DMINLGP

DMin, Leadership and Global Perspectives: Crafting Ministry in an Interconnected World

You Better Watch Out!

Written by: on February 8, 2018

At twelve thousand feet above see level it is hard to breath; especially in a line with 1000 people. In Lhasa, Tibet while visiting the holiest Tibetan Buddhist temple, I stood in line with a friend to see and understand this site that Tibetans make pilgrimage to. After about an hour, our line moved into the temple. We paid an entrance fee and were allowed to stand behind ropes around the  periphery of the inner temple. It was my first introduction to Tibetan Buddhism and I was impressed with the incense, gold plated objects and rows of monks chanting. My friend however disappointingly said, “Well, they have succumbed to the tourist. Last time I was here, there wasn’t a tourist line and a worshiper line. You didn’t have to pay to get in and the monks were not in fancy robes with golden objects sewn in.” China had just added a fast train to this location which connected the rest of China with this unique province. As a result, the city, the people, the temples were now reflecting the potential for catering to the consumer. Religion and economics have often had a tumultuous relationship; yet how we as Christians respond does reflect on the core of our beliefs.

 

There is a “danger of cultural erosion in globalizing capitalism {…and the] profits from globalization”.[1] “The problem for Miller does not lie at the level of beliefs. It lies at the level of practices”[2] How we live out our beliefs speaks loudly of what is important. I believe the problem is more than a broken economic system that needs to be fixed. Jay would say I am talking about a heart problem again; I suppose I am. Miller says that one solution is found in a dialectical process.[3]Willingness to understand the systemic problems our church and our family participate in bring clarity to the conversation; especially in the context of religion.For many Chinese, religion is an extension or luxury to their life. What I mean is that it is not always at the center except during holidays. So for Chinese, religion has nothing to do with a desire for more money (except you can pray to be blessed with it). For those that have grown up in poor communities, the pursuit of wealth and the accumulation of things bring comfort. Consumption is about the entire process of obtaining something, no longer comes just from possessing objects but in the pursuit of those objects.[4] The needs we filled with religion and community, we have attempted to fill with buying. A person continues to consume excessively because he or she is never content with any one thing. This is true with religion as well. “People pick and choose from the offerings of religious traditions to produce their own syntheses[…] Under such circumstances, it is easier for religion to become an empty myth than to be the bearer of uncomfortable challenges”[5]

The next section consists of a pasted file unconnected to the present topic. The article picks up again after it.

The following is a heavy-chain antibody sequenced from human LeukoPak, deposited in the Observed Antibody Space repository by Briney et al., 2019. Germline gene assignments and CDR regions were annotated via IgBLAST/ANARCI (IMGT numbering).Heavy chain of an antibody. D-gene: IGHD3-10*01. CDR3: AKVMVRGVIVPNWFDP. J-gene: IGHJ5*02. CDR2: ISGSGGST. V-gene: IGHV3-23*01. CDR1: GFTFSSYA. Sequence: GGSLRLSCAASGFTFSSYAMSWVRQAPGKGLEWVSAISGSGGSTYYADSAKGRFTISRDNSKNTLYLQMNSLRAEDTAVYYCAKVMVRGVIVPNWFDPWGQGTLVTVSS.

Christmas is China is an example this kind of a twisted holy-day. “The Western religious festival is so trendy, in fact, that it may be the second-most-celebrated festival in China after the Spring Festival among young Chinese.[…a Chinese young man said,] Christmas is “an excuse to party” whereas Chinese festivals are comparatively “solemn, serious, and spiritual,.”[6] So we often see Santa and Christmas lights displayed in stores from November until after Chinese New Year. Unfortunately, Christmas is also taken as a Valentine-style day, where boyfriends and girlfriends exchange gifts and often their virginity. There is a Chinese saying, “Silent night, first night” that promotes Christmas Eve as a night of love. “Consumerism focuses on the self and pursuing one’s own individual desires. The difficult aspect of advertising no longer describes the qualities and virtues of a product, […]but instead create visions of the ways in which their product can transform the life of the consumer.”[7] Chinese have bought into the lie that self satisfaction will bring all that one needs for the day.

 

The Chinese unfortunately have learned a lot from our movies, songs, spending habits and quite possibly from those here to promote Christ. Two Christmas’ ago, we invited our local neighbors over to our home to celebrate Christmas. Most of them were government officials and I wanted to share the Christmas story creatively. I decided to explain the decorations of our house so they could understand their meaning and the story behind them. I was very proud of myself for finding a unique way to share the story. After some reflection, I wonder what they remembered; the cost of the beautifully decorated home or the story of Jesus?

 

China also has learned to profit from the commercialism of holidays. “Shenzhen’s population swells by 5 million in the summer to feed the Christmas electronics boom, and Yiwu famously produces 60 percent of the world’s Christmas decorations. In this real Santa’s workshop,[there are]12-hour days at $500 a month, and 600 factories churning out thousands of baubles a day, as a migrant workforce largely indifferent to their meaning produces disposable tat bound, ultimately, for landfills”[8]Yet I see hope, “Far from ushering in a new age of enlightenment from the “opiate of the masses,” the country’s strident and bewildering economic development has left behind Marxism and instead sent millions searching for priests and prayer books.”[9] The hope I see in Chinese Christians is that many see the trappings in a pursuit of wealth alone.